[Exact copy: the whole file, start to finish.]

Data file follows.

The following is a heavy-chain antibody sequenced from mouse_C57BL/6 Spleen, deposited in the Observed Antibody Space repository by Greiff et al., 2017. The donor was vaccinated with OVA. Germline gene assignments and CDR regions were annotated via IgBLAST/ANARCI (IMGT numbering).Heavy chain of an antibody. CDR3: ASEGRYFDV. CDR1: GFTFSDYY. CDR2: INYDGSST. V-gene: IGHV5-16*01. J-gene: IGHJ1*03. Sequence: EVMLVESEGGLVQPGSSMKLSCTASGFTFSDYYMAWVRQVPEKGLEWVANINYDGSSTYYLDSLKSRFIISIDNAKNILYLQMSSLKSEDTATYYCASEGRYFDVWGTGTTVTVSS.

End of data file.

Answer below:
The following is a heavy-chain antibody sequenced from mouse_C57BL/6 Spleen, deposited in the Observed Antibody Space repository by Greiff et al., 2017. The donor was vaccinated with OVA. Germline gene assignments and CDR regions were annotated via IgBLAST/ANARCI (IMGT numbering).Heavy chain of an antibody. CDR3: ASEGRYFDV. CDR1: GFTFSDYY. CDR2: INYDGSST. V-gene: IGHV5-16*01. J-gene: IGHJ1*03. Sequence: EVMLVESEGGLVQPGSSMKLSCTASGFTFSDYYMAWVRQVPEKGLEWVANINYDGSSTYYLDSLKSRFIISIDNAKNILYLQMSSLKSEDTATYYCASEGRYFDVWGTGTTVTVSS.